Agent Login Press
Aggressor Adventure Travel
Turks & Caicos Aggressor II :

 

Log Date: Saturday, Jan 13, 2018
Entry By: Turks & Caicos Aggressor Crew









 



Turks & Caicos Aggressor II Captain’s Log

13 - 20 January 2018

 

Our Conditions

Air temperature: 75° - 78° F

Water temperature: 78° - 80°F

Visibility: 40 - 80 feet

Thermal recommendation: 3mm/5mm full wetsuit

 

Our Crew

Captain: Amanda Smith

2nd Captain: Christy Weaver

Engineer: Rob Smith

Chef: Clancy Temeyer

Photo Pro: JJ Di Matteo

Instructor: Kadri Kullerkupp

 

Our Guests

Tanya & Adam, Joyce & Rob, Monique & Glen, Dave, Mike & Jeff, Christina & Eric, Alain & Peter

 

Our Dive Sites

Sunday: Stairway & The Dome, NWPT

Monday: Boat Cove & Magic Mushroom, West Caicos

Tuesday: Gullies & Brandywine, West Caicos

Wednesday:            Spanish Anchor, West Caicos & Rock N Roll, French Cay

Thursday: G-Spot, French Cay

 

Our Week

Our last dive charter before our trips to the Silver Bank and our guests boarded at Turtle Cove Marina, with stories of extreme cold weather back home. Some fared better at getting here than others but by 10pm all were onboard, having enjoyed one of Clancy’s great meals and were settled down for the night.

 

At first light we left the marina and headed out; our dive site for the morning being Stairway at Northwest Point. This site is particularly great for Caribbean spiny lobsters that congregate in groups of five or more at times. Up by the mooring line we saw schools of small barracuda, just hanging. A shark cruised by the group at the wall and a turtle passed the divers slowly.

 

At lunchtime we moved to The Dome. We enjoyed the wall prior to making our way back to the shallow sunk structure for the end of the dive. In the gorgonians we watched as neck crabs reached out for any food that might have floated past. Back at the Dome we enjoyed the grunts and snapper that call the structure home. The resident spotted moray was stretched out in its usual place, the metal structure from which the pearls were ejected when the dome formed part of the game show Pago Pago. We were also able to see the coral nursery close to the mooring where The Turks & Caicos Reef Fund is growing staghorn and elkhorn coral. The night dive saw a reef shark circle the Dome and plenty of lobsters and crabs. The black lighters enjoyed a flounder that glowed orange together with fireworms and decorator crabs aplenty.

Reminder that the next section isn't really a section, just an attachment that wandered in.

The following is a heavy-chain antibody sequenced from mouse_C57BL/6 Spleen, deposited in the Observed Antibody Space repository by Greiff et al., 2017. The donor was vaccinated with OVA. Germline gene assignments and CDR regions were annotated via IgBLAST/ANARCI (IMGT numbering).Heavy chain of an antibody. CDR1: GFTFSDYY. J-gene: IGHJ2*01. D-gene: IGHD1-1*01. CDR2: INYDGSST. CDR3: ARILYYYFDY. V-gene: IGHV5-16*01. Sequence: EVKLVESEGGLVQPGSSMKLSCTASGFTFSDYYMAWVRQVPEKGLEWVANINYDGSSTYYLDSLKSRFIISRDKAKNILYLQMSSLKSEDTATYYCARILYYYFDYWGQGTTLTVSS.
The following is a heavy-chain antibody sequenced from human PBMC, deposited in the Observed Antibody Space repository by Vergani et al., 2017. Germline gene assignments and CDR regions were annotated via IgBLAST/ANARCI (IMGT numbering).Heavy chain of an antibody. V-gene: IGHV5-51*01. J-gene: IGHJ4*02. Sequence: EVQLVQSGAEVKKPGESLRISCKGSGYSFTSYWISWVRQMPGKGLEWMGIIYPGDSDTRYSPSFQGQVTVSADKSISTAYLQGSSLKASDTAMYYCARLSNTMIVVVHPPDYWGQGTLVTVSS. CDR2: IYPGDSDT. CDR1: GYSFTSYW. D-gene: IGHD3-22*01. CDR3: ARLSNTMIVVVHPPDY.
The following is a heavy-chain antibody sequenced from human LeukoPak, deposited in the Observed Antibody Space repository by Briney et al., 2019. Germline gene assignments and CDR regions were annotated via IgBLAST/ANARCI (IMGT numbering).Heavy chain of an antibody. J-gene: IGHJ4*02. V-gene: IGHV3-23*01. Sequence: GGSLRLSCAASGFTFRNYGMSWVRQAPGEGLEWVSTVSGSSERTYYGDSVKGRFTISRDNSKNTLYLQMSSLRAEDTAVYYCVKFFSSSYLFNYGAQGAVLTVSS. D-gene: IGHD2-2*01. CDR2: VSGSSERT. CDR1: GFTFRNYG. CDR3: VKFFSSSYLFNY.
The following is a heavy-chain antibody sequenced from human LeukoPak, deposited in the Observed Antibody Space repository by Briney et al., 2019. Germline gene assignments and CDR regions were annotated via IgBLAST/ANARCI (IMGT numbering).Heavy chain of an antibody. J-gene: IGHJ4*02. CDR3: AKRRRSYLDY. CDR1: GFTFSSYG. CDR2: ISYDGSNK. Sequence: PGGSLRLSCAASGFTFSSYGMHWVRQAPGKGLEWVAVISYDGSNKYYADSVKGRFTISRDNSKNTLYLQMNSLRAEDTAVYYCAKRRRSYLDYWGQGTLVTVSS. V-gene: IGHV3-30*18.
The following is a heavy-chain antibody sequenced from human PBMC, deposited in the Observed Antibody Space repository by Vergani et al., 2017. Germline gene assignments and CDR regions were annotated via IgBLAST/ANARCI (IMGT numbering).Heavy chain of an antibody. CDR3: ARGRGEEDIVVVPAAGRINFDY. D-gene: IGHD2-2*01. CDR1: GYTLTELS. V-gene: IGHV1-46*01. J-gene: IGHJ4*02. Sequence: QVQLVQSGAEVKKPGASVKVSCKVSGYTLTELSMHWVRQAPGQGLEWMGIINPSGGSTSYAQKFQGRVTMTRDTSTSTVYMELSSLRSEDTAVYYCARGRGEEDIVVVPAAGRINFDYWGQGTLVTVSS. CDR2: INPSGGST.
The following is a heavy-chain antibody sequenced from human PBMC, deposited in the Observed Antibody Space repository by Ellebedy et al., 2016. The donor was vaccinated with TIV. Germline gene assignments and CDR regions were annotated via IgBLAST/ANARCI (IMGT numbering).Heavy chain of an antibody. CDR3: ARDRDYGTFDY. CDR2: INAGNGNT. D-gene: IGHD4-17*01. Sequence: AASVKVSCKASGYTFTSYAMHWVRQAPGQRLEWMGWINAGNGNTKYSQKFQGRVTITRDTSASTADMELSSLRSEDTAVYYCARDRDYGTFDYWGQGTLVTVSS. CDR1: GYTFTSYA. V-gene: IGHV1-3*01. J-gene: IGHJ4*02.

As we have a shorter charter this week we moved to West Caicos early on Monday morning to dive at Boat Cove and to everyone’s delight we saw a spotted eagle ray cruise along the wall straight into the dive. Our broad banded moray was hiding back in its hole with its friend the juvenile trunkfish that seemed quite comfortable hanging out with the eel. The Caribbean reef sharks circled low as a variety of jacks and snappers schooled in the upper water column. A hawksbill turtle spent a great deal of time with the guests close to the sand cut that is one of the main focuses for the site, providing great opportunity for photos and video.

 

We moved to Magic Mushroom for the afternoon and encountered sharks and stingrays. One large female stingray was clearly enjoying a foodie moment and was creating clouds of sand as she furrowed further.   Some of the brown sponges were spawning and so we passed smoking sponges periodically along the wall. A turtle joined us briefly before heading over the wall and a peacock flounder sat on the sand on top of one of the ripples created by the water movement giving it a bit of contrast. On the night dive an octopus made an appearance for guests Mike and Jeff making it the first sighting of the week.